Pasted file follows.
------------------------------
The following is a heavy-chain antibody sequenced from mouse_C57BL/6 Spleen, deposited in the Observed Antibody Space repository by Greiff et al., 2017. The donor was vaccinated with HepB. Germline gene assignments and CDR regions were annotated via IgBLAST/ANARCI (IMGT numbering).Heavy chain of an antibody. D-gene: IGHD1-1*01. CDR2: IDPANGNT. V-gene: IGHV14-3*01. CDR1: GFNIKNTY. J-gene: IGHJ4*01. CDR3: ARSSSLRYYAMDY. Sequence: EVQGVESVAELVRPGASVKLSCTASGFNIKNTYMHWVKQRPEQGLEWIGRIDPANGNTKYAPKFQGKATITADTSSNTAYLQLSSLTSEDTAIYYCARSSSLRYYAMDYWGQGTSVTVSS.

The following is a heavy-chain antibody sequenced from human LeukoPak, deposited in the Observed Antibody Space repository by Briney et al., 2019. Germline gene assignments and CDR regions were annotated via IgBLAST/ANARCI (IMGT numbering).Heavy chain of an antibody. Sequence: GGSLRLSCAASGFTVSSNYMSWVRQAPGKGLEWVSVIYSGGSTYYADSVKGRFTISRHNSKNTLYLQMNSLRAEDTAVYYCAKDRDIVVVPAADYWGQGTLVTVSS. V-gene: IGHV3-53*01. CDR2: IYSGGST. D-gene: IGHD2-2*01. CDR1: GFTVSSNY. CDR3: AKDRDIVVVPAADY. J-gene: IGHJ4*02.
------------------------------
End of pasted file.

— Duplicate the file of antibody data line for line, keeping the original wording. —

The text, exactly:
The following is a heavy-chain antibody sequenced from mouse_C57BL/6 Spleen, deposited in the Observed Antibody Space repository by Greiff et al., 2017. The donor was vaccinated with HepB. Germline gene assignments and CDR regions were annotated via IgBLAST/ANARCI (IMGT numbering).Heavy chain of an antibody. D-gene: IGHD1-1*01. CDR2: IDPANGNT. V-gene: IGHV14-3*01. CDR1: GFNIKNTY. J-gene: IGHJ4*01. CDR3: ARSSSLRYYAMDY. Sequence: EVQGVESVAELVRPGASVKLSCTASGFNIKNTYMHWVKQRPEQGLEWIGRIDPANGNTKYAPKFQGKATITADTSSNTAYLQLSSLTSEDTAIYYCARSSSLRYYAMDYWGQGTSVTVSS.

The following is a heavy-chain antibody sequenced from human LeukoPak, deposited in the Observed Antibody Space repository by Briney et al., 2019. Germline gene assignments and CDR regions were annotated via IgBLAST/ANARCI (IMGT numbering).Heavy chain of an antibody. Sequence: GGSLRLSCAASGFTVSSNYMSWVRQAPGKGLEWVSVIYSGGSTYYADSVKGRFTISRHNSKNTLYLQMNSLRAEDTAVYYCAKDRDIVVVPAADYWGQGTLVTVSS. V-gene: IGHV3-53*01. CDR2: IYSGGST. D-gene: IGHD2-2*01. CDR1: GFTVSSNY. CDR3: AKDRDIVVVPAADY. J-gene: IGHJ4*02.